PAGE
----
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Article # 0056









This article presents terminology used in the asphalt concrete manufacturing industry, describes the general process of hot mix asphalt concrete manufacture, and identifies common sources of air pollution at a typical asphalt concrete plant.  Sources of air pollution are identified as Emission Point Numbers (EPN) to denote the point of release of emissions from the plant equipment.  This plant uses a double-barrel rotary dryer/mixer to dry and heat aggregate such as crushed limestone.  Asphalt cement is introduced at the appropriate point to maximize adherence of the cement or binder to the aggregate to form the “hot-mix” asphalt concrete product.




Asphalt or Asphalt Base – Typically the residual product of vacuum distillation of petroleum crude oil.  Also known as vacuum tower bottoms (VTB), vacuum tower residual, residual, vacuum residual, residuum, and petroleum asphalt.  This is the base for production of asphalt cement.   

Asphalt Additives and Asphalt Modifiers – Various additives and modifiers are added to the asphalt base to produce the desired Performance Grade of Asphalt Cement.   For example, polymer may be added in concentrations from 0 to 5 wt% to change the physical characteristics of the cement in terms of its durability as asphalt concrete binder. 

Asphalt Cement – This is the binder portion of asphalt concrete.  If the cement formulation includes polymer additives or modifiers it is commonly termed Polymer Modified Asphalt (PMA). 

Asphalt Concrete - A mixture of asphalt cement with aggregate such as crushed limestone.  It is commonly used as road pavement.

Reclaimed or Recycled Asphalt Pavement (RAP) – Old asphalt pavement that is recycled by breaking and crushing.  It is added along with aggregate during manufacture typically at no greater that 50% aggregate displacement.



Process Description and Air Emission Sources


The purpose of a hot mix asphalt plant is to produce asphalt concrete which is a mixture of asphalt cement with aggregate. The finished product is mainly used as road pavement.  The asphalt cement received is already formulated for the grade(s) of asphalt concrete to be manufactured.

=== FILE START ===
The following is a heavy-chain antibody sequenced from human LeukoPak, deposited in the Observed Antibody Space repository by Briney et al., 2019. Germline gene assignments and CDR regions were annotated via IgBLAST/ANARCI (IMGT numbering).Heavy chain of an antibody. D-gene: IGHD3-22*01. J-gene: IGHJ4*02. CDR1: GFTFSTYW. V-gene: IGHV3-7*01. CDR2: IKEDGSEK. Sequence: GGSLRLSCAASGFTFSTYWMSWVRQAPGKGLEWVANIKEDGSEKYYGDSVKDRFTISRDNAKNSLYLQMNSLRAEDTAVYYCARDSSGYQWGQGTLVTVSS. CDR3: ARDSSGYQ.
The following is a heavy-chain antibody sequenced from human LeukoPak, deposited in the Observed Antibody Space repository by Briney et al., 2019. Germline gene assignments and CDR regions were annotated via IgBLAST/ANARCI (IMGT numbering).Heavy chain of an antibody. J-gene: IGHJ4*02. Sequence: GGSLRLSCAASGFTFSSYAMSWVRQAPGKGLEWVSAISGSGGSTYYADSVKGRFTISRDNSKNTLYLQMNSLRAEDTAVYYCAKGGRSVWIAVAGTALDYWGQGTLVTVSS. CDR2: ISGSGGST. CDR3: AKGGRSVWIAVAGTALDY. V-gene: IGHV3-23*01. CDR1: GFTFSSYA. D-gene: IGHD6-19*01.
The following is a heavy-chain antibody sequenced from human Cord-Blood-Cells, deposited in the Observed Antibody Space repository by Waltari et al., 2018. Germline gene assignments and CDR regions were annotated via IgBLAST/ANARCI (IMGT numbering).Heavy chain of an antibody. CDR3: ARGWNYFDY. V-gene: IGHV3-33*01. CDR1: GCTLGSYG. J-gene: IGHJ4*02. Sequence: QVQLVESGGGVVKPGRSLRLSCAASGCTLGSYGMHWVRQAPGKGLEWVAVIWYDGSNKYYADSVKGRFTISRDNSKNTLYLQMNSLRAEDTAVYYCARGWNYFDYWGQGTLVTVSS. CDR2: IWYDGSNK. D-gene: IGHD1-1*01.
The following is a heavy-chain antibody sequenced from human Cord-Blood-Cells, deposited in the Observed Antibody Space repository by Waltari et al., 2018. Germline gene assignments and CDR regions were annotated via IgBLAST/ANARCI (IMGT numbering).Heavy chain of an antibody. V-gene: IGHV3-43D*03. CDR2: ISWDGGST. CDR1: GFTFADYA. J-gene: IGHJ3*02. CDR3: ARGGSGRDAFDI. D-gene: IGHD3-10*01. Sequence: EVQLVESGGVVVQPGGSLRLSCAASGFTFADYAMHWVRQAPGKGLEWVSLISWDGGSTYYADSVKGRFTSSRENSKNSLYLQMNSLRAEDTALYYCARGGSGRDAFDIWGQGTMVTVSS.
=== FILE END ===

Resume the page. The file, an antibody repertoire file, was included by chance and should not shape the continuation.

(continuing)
The asphalt concrete manufacturing process begins as the aggregate is hauled from the storage piles (EPN STOCKPILE) and loaded into hopper bins. The aggregate received at the site will be sized and ready for use. The aggregate is transferred from the hopper onto a conveyer belt and enters the inner drum of a double-barrel rotary dryer/mixer.    The inner drum rotates and heats the aggregate to reduce moisture content to promote adherence of the asphalt cement.  It is equipped with conditioning and showering flights that increase heat transfer to the aggregate.  The drum is sloped to move the aggregate toward the burner end wherein it falls through slots into outer mixing drum.  Paddles within the outer mixing drum mix and move the aggregate upward to the other end of the rotating barrel. 


The facility will also utilize Reclaimed or Recycled Asphalt Pavement (RAP) that will displace the aggregate up to 50 weight percent.  The RAP enters the outer mixing drum through an inlet on top of the barrel and is mixed with the hot aggregate.  Asphalt cement and water/lime slurry (as necessary) is injected to produce the asphalt concrete.  The lime is an asphalt concrete anti-stripping agent and conditioner.  Stripping occurs when the bond between the asphalt cement and the aggregate breaks down due to the presence of moisture, and the binder separates from the aggregate.